The company has outlined several ways to enable and disable the new storage platforms, and has also described in detail the locations at which recordings will be saved. Microsoft has emphasized that Stream will not be deprecated in the near future and current recordings will remain as-is until they are migrated to OneDrive for Business and SharePoint at a currently unannounced date.
By Rich Woods
Microsoft reportedly working on its own custom ARM chips for servers and Surface [Update]
by Rich Woods
According to a new report from Bloomberg, Microsoft is working on its own custom ARM chips, which will be used in servers and Surface products. The plan is to rely less on Intel, coming on the heels of the fanfare around Apple's transition to ARM across its entire lineup. However, according to the report, Microsoft is going to be using Arm's designs, which Apple does not do.
Apple actually calls its processors 'Apple Silicon', because they are, in fact, custom-designed. Rather than licensing the actual designs, Apple just licenses the instruction set, making its own designs. What Microsoft would be doing, assuming that this report is accurate, is more similar to what we see from the likes of Qualcomm, Samsung, and so on.
Microsoft has been offering an ARM flavor of Windows since 2017, but to date, it's only run on Qualcomm processors. The first two generations of the product were repurposed smartphone chips, including the Snapdragon 835 and the Snapdragon 845-based Snapdragon 850.
The Snapdragon 8cx was the first one that was designed from the ground up for PCs, and it was developed by Qualcomm in close collaboration with Microsoft. Later, a slightly modified version of the Snapdragon 8cx shipped in the Surface Pro X, but this time, the chipset had Microsoft branding. The 'SQ' in Microsoft SQ1 stood for Surface-Qualcomm.
Making an ARM chip for Surface is something that really wouldn't make much sense for Microsoft, especially since it would be using the same kind of ARM license that Qualcomm uses, and also since Qualcomm's PC chipsets are already developed in such close collaboration with Microsoft. Microsoft wanting to distance itself from Intel is obvious, but it's unclear why the Redmond firm would be distancing itself from Qualcomm at this point.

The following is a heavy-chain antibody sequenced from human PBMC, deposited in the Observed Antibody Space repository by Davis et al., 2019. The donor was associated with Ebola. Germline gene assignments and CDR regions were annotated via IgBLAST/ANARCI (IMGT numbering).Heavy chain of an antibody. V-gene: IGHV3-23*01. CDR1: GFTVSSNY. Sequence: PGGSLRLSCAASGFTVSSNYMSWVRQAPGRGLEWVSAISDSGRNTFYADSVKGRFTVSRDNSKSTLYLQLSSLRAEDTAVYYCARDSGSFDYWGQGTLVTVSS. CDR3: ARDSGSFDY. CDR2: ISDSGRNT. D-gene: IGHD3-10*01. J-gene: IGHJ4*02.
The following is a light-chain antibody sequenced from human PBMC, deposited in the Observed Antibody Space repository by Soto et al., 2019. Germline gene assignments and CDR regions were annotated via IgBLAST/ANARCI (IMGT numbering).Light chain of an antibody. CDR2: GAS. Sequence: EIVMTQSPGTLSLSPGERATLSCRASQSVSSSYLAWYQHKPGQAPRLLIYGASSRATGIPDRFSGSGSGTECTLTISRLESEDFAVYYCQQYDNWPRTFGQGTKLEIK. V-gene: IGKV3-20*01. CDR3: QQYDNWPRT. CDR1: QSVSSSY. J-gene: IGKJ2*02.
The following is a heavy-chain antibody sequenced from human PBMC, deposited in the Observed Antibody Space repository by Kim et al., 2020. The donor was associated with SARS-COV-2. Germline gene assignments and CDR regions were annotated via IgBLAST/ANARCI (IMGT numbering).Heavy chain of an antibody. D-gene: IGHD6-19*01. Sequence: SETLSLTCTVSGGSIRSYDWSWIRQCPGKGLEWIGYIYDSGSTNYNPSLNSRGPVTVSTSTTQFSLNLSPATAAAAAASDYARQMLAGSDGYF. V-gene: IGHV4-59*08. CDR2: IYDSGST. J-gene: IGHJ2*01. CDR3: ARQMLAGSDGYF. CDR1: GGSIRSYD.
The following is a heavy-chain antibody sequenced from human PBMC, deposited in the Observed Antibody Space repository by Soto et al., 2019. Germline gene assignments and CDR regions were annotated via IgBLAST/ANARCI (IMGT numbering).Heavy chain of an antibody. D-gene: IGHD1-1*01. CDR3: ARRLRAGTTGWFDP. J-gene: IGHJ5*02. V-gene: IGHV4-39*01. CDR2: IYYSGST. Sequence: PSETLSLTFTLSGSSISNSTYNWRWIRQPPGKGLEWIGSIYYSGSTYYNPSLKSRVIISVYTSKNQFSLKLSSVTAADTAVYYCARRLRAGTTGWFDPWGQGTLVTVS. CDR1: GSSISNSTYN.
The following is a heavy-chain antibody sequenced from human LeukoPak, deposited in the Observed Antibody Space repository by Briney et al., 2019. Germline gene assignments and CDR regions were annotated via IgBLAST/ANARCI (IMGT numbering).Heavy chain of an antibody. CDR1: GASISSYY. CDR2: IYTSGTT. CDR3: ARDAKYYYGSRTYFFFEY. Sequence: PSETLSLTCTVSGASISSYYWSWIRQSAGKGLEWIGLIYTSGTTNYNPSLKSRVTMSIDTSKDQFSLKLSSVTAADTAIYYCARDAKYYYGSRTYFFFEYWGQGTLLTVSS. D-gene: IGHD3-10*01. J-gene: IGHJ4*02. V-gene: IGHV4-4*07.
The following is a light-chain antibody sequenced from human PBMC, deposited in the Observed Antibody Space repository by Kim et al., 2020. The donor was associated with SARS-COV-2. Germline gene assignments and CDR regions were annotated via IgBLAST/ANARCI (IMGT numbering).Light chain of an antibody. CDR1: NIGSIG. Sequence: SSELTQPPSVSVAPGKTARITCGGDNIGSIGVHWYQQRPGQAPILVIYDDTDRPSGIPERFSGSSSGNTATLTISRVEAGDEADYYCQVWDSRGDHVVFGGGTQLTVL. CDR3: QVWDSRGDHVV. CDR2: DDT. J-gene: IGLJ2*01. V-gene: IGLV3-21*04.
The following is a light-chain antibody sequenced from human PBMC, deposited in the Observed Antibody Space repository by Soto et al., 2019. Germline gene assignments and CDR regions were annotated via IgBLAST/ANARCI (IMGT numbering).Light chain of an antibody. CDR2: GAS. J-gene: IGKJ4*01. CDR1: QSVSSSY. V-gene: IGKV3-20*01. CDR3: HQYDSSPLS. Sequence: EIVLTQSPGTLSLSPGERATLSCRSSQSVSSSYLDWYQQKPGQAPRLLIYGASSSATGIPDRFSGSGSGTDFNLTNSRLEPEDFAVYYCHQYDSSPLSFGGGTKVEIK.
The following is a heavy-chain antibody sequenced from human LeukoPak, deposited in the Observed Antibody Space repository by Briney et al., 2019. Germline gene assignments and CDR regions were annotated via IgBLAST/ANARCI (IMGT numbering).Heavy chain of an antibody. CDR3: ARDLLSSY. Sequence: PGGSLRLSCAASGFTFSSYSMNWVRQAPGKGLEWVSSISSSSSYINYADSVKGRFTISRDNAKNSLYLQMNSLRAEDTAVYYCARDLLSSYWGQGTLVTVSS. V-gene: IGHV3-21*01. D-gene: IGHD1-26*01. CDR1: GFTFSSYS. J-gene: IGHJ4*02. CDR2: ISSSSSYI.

Making an ARM chip for servers, on the other hand, makes a lot more sense. Microsoft announced in the past that it had plans to optimize Windows Server for ARM, and Qualcomm isn't as strong of a player in the server chipset market. The company could also use them in its Azure datacenters, and it would be a means of keeping one more thing in-house.
The chip design division inside of Microsoft reports to Jason Zander, who's in charge of Azure, so this should give you an idea on which of the two ideas the team is focused on, servers. If it was a focus on Windows and Surface, the project would fall under Windows and devices lead Panos Panay. Of course, it wouldn't be the first time a product crossed the bridge between Azure and Windows.
The report cited sources that didn't want to be named, and it did not say when we can expect to see these products.
Update: Microsoft has responded to our request for comment with a statement from communications head Frank X Shaw.
"Because silicon is a foundational building block for technology, we’re continuing to invest in our own capabilities in areas like design, manufacturing and tools, while also fostering and strengthening partnerships with a wide range of chip providers."